Beyond recorded memory Itsukushima (or Miyajima meaning Shrine Island as it’s more commonly called) was believed to be not only the residence but also the body of God.
If being alive on this earth doesn’t count as the same thing, I don’t get this close to God that often. Therefore, except for brief pauses to re-energize with a cup of tea, sample the “famous” local bean cakes and later, the grilled oysters for which the island is renowned; I decide to spend the time outdoors.
The seaside walkway to the torii is dry and dusty. The tide is in which makes for more picturesque shots.
After photographing the torii and side-stepping the deer, I meander slowly enjoying the balmy morning without working up a sweat. When I do poke my camera at something (not my preferred view of the world much less the body of God) I zero in on little peculiarities such as rain gutters and window screens which catch my attention.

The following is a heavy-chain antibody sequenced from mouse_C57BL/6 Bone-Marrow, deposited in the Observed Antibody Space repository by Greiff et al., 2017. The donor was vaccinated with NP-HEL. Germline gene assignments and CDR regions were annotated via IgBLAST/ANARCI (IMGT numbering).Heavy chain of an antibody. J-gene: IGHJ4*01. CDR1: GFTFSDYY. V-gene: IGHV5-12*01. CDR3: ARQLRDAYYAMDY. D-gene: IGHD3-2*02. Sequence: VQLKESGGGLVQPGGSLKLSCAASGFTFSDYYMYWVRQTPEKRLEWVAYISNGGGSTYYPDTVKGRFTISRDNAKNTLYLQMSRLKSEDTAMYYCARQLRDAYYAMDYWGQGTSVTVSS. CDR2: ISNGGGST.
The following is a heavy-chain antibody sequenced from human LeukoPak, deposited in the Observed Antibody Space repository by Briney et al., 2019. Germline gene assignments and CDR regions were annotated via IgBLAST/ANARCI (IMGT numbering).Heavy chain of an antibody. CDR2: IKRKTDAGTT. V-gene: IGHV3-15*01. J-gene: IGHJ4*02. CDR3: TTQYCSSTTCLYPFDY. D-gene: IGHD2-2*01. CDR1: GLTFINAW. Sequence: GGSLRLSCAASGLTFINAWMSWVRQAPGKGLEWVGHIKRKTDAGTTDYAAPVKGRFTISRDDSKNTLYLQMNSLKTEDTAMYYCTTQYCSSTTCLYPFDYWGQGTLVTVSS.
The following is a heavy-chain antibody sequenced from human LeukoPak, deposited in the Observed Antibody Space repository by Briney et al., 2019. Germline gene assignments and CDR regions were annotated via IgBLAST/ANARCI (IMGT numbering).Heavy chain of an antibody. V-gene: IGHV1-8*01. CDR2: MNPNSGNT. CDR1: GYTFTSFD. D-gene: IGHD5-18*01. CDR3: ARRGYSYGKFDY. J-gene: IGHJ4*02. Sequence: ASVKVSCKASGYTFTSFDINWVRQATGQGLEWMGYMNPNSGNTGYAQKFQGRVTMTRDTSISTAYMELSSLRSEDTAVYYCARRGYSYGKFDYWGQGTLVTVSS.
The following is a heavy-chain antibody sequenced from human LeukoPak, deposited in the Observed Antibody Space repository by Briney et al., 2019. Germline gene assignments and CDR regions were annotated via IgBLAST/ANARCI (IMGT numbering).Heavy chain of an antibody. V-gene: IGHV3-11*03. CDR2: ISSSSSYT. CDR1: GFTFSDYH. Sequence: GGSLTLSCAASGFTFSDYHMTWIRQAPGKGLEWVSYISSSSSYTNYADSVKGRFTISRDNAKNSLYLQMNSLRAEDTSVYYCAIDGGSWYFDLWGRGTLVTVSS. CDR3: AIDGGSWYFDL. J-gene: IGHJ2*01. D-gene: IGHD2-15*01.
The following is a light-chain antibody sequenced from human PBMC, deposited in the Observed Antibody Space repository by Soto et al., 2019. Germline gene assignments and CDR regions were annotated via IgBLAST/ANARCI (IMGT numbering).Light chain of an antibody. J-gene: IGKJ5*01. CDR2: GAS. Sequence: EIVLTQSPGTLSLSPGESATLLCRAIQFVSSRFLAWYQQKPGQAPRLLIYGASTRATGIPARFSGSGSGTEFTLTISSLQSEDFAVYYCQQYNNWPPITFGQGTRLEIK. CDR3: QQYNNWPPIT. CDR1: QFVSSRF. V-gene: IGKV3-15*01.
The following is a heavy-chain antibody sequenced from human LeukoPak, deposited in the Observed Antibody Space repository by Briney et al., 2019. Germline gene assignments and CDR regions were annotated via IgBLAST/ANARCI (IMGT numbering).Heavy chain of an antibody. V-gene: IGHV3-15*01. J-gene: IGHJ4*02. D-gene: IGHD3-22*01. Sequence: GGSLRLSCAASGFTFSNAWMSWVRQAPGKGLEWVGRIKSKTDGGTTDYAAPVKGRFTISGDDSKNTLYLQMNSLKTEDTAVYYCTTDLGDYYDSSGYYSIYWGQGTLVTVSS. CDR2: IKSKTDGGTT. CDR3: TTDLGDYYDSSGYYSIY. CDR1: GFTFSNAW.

Though variations of five-star pagodas, and local streets like Omotesando found here are commonplace all across the nation, I snap these, too. Of course, I am likely missing local nuances. One of my Japanese friends loves browsing shotengai outside her home town because she finds they are so different. As for me, after several weeks poking about various parts of the country, I’m finding them more and more the same.
I accept that I can’t do or absorb it all. I will have to miss a good number of the attractions. Learning of something I might have enjoyed more after the fact I might regret it, but fundamentally it doesn’t matter. I simply can’t climb to the island peak’s viewing platform or hike through the forest or visit an onsen. Not today. Strangely, my thoughts don’t (as they often do) race toward some distant dreamed-of day when I might return to squeeze all that in either.
I am content. (I’ll take it.) In this moment with the sun’s warmth filling me down to the bones and dust swirling at my feet, I feel enveloped—and cherished—in the breath of God.